Are Support Groups for Alcoholics Really the Best Form of Treatment?

Are Support Groups for Alcoholics Really the Best Form of Treatment?

Several shadow people

Some people have asked me in the past: “Are support groups for alcoholics and addicts really the best form of treatment?”

Well first of all, most people are referring to Alcoholics Anonymous and Narcotics Anonymous when they say “support groups.”  Second of all, 12 step meetings such as these are not actually treatment per se, at least they are not professional forms of treatment.  They are fellowships that are loosely organized where addicts and alcoholics try to help each other while attending regular meetings.

So what is my take on the question?  I believe that 12 step meetings are probably the best option for most people in very early recovery.  But that leaves at least a few pieces of the puzzle missing.  Let’s take a closer look:

* Based on my experience and what I observe, most addicts and alcoholics cannot just start attending 12 step meetings and experience success.  No, the prior step for most people is to go to an alcohol treatment center or drug rehab of some sort, and possibly get detoxed while there.

* Second of all, I know several people who are living a successful life in long term recovery who do not rely on regular meetings or the fellowship at all in order to stay clean and sober.  For example, one friend I have is heavily involved in his church community, and has been sober for over a decade now.  He used to attend NA meetings regularly but stopped going several years ago and now is involved in religion.  Another example is someone who basically replaced their regular AA meetings with exercise.  That might seem strange at a glance but it works wonderfully for them, and it also works well for many others as well.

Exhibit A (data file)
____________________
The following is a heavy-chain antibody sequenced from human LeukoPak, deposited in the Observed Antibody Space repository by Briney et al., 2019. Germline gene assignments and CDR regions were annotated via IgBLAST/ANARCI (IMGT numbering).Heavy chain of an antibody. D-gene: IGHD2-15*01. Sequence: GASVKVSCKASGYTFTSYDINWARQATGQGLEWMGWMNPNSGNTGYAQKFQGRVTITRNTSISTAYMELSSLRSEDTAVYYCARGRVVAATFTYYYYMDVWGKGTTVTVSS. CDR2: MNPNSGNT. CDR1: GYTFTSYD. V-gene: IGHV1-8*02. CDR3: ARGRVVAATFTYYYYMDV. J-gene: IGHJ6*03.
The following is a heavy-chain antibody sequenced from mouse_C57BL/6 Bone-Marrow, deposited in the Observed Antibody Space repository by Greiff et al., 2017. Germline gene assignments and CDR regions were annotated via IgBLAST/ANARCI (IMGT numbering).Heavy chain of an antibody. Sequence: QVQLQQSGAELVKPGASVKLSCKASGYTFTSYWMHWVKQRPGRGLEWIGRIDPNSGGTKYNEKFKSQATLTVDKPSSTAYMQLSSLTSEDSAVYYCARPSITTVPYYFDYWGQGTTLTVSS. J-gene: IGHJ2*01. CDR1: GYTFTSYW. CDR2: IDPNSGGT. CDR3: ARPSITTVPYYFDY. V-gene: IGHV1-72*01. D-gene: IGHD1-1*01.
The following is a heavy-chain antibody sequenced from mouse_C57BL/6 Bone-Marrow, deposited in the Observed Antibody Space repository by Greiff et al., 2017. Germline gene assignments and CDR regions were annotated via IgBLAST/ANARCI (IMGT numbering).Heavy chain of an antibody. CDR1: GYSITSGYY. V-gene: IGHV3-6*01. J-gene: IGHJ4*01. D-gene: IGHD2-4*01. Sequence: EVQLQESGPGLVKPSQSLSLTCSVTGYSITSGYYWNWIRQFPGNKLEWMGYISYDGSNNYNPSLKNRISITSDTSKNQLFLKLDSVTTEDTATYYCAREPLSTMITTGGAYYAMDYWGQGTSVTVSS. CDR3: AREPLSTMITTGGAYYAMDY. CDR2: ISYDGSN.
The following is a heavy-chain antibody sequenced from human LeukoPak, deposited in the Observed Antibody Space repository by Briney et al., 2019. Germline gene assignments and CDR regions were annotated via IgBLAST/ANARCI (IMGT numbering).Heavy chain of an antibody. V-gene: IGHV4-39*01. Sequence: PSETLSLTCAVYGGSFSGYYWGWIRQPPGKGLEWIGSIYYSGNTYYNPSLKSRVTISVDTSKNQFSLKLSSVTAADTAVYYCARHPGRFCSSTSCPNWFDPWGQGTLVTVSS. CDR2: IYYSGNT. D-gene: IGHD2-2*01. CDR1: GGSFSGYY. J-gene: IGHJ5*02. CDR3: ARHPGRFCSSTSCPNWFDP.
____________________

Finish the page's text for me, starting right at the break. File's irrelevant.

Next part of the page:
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On the other hand, I know several people who have stayed in AA or NA, not really branched out and tried to grow in any new directions, and they ended up relapsing.  Many of these people simply return to the 12 step program, blaming only themselves, and never seeking an alternate path in recovery.

* My belief is that nearly everyone needs a lot of support in early recovery especially, and that support is most easily obtained from a 12 step program.  You could get it in other ways, for example, by living in a long term rehab.  But most people do not have that luxury, while nearly everyone has access to 12 step meetings in some form.

* For what it is worth, I am not bashing AA and NA here.  They offer a ton of support (for free, basically) to anyone who is in need of help with their recovery.  It is not professional treatment but in some cases it may work even better.  On the other hand, there are certain people who will simply never thrive in a group environment like AA, and so alternative paths are always going to be necessary.

* The longer you are clean and sober, the less you need support groups or meetings.  If you find this to be untrue in your experience, then this should point to a serious flaw in your personal growth in recovery.  We should be growing stronger as individuals and more independent in recovery, not less so.  If you are becoming more dependent on AA or NA over time then you are not making good progress.  Dependency in any form is probably not good.

* So what is the best form of treatment?  My opinion–and experience–is that in patient rehab is the best way to start out in recovery.  Support groups and meetings might be a strong part of your early recovery.  But long term recovery needs to be fueled by personal growth and holistic health, not by a dependency on a group.

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